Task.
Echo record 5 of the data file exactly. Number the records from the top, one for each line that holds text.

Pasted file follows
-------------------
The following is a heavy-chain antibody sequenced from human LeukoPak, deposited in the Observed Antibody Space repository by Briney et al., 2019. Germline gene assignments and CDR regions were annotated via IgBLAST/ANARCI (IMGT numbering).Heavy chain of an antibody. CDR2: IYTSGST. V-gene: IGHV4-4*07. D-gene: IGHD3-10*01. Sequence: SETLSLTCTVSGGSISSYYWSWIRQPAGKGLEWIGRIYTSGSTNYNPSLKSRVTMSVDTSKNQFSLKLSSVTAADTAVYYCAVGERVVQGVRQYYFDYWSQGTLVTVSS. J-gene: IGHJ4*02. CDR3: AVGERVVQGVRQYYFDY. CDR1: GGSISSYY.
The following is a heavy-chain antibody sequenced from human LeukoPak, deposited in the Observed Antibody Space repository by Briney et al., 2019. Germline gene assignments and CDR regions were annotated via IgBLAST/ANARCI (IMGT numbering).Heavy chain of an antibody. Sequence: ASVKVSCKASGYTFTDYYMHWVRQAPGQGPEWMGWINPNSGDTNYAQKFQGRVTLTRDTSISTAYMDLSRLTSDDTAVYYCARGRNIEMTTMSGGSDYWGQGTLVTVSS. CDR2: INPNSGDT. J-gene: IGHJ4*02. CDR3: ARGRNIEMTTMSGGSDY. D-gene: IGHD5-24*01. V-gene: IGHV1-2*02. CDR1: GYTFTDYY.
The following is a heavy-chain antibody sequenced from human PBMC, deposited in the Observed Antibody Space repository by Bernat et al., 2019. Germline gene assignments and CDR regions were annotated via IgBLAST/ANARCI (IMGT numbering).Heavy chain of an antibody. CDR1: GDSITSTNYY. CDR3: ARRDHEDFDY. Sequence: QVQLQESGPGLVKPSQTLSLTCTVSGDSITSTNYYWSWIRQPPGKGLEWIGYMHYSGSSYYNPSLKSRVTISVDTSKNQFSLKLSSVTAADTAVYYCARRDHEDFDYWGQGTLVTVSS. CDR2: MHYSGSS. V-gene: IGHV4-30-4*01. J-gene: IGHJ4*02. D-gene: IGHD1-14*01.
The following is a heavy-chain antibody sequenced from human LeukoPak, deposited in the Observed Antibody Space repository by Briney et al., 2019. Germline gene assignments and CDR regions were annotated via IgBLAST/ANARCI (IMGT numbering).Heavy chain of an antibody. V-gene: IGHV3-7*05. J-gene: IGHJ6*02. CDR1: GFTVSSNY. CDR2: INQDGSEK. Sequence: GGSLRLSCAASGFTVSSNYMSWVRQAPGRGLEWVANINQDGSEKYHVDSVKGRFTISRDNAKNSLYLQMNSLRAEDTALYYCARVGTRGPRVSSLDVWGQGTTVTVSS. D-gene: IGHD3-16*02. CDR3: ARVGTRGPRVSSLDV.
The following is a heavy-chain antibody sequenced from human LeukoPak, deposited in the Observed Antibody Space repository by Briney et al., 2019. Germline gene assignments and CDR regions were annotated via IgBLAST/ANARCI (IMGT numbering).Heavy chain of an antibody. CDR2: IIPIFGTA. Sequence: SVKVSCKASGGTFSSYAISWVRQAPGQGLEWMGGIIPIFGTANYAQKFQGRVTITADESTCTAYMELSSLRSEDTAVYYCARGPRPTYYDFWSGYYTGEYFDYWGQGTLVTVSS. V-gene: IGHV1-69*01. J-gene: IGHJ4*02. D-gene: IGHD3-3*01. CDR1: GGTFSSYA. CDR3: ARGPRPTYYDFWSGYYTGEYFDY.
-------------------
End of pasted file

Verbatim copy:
The following is a heavy-chain antibody sequenced from human LeukoPak, deposited in the Observed Antibody Space repository by Briney et al., 2019. Germline gene assignments and CDR regions were annotated via IgBLAST/ANARCI (IMGT numbering).Heavy chain of an antibody. CDR2: IIPIFGTA. Sequence: SVKVSCKASGGTFSSYAISWVRQAPGQGLEWMGGIIPIFGTANYAQKFQGRVTITADESTCTAYMELSSLRSEDTAVYYCARGPRPTYYDFWSGYYTGEYFDYWGQGTLVTVSS. V-gene: IGHV1-69*01. J-gene: IGHJ4*02. D-gene: IGHD3-3*01. CDR1: GGTFSSYA. CDR3: ARGPRPTYYDFWSGYYTGEYFDY.